October 21, 2021

Mike Huckabee Blasts ‘Hypocrisy’ of Anti-Police Protesters

Former Arkansas Gov. Mike Huckabee has stepped up to denounce the Ferguson protesters while the rest of the potential presidential candidates appear to be staying on the sidelines.

The Washington Times says Huckabee believes the weeks of unrest following Michael Brown’s death have been fueled by people who live a long way from the communities they claim to want to help.

He called the leaders of the Ferguson protests “a group of fashionably progressive hipsters from New York City in their designer clothes and shoes, latest iPhones in hand, carrying shopping bags, bottled water, and protest signs denouncing capitalism and the ‘capitalist police’ and ‘capitalist courts.'”
The Fox News host, who was a GOP presidential contender in 2008 and is considering another run in 2016, continued, “I’d bet a week’s pay that there wasn’t one handmade shirt in that anti-capitalist clique that wasn’t made by the hands of underage Third World garment workers.

“Elizabeth Vega, a major agitator on the scene in Ferguson, spent Monday night leading an anti-police rally where she fired up the crowd into chanting, ‘F*** the police!’ When it was all over, she walked back to where she’d parked her car and discovered it had been stolen.

“Wonder who she reported that crime to — her friendly neighborhood community organizer?” Huckabee asked.

“The most absurd protesters in America are all those who demand justice while baying for mob rule, who claim to oppose the unjust targeting of the innocent while burning and looting small businesses with no connection to the case and who posture as champions of African-Americans while destroying businesses owned by African-Americans, that serve African-Americans and that employ African-Americans.”

He added, “If the governor of Missouri isn’t willing to arrest them for rioting, looting and arson, then how about at least throwing them in jail for felony hypocrisy?”
The protests started in August when Brown, an unarmed 18-year-old, was shot and killed by white police officer Darren Wilson, whom a grand jury declined to indict on criminal charges.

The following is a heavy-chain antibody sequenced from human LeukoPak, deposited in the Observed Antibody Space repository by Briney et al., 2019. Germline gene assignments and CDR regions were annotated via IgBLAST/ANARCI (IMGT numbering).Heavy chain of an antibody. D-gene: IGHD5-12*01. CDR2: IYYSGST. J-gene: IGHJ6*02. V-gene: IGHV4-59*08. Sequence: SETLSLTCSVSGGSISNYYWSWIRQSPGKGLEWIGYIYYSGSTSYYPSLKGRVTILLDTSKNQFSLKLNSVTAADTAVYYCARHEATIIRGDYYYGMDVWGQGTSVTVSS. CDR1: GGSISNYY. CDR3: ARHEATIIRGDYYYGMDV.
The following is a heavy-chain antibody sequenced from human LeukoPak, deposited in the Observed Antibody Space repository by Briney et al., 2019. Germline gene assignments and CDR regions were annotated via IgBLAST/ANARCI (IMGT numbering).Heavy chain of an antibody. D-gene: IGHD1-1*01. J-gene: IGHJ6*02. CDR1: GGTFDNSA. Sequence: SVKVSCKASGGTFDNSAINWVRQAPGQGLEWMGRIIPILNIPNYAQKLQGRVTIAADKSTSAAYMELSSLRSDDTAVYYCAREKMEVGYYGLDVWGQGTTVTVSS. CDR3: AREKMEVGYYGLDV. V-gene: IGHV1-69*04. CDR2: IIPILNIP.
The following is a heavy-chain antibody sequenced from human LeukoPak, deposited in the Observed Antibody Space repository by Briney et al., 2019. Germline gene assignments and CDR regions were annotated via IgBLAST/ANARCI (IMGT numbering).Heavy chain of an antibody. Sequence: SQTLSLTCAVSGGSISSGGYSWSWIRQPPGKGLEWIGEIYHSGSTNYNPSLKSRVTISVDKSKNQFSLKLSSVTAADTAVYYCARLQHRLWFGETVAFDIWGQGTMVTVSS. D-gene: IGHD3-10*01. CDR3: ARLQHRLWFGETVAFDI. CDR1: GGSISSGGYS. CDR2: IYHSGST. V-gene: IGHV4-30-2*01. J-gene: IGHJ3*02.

In the ensuing weeks of nationwide protests, the majority of the presidential hopefuls have been careful to make low-key or innocuous comments on the controversy, according to the Times.

Hillary Clinton, the presumed Democratic front-runner in the White House race, remained mute for weeks until she finally condemned “the inequities that persist in our justice system” and declared, “We are better than that.”

Texas Gov. Rick Perry sounded off with careful comments that called for a peaceful solution, while saying that “any time the life of a young person is lost, it’s a tragedy.”

“But it is wrong to perpetuate tragedy with violence,” Perry told The Washington Times in an earlier interview. “I support the rule of law everywhere in America and commend law enforcement officials who put their lives on the line to protect our families and support responsible leaders who advocate for peace.”

In a recent Times commentary, potential White House candidate Ben Carson appeared to stand on the fence while urging Democratic and GOP leaders to speak out against the police shooting as well as the widespread civil disobedience that followed.

“Courage from the kitchen table, the pulpit, the classroom, and the streets was prevalent when I was a child,” he wrote. “Many people had no problem publicly denouncing deleterious behavior even if it made them temporarily unpopular.

“Fear of being called names or being proclaimed out of touch has paralyzed many in our inner cities, just as it has throughout the nation.”
In a separate interview with the Times, Carson said that communities like Ferguson should “ask itself logical questions such as, ‘What is accomplished by listening to agitators who frequently don’t live in the neighborhood or suffer the consequences of rioting?'”

He added, “We need to begin thinking about the many young people who suffer violence within their community — and it has nothing to do with policing — and we need to think what the young people and the community can do to change it or forever be victims.”

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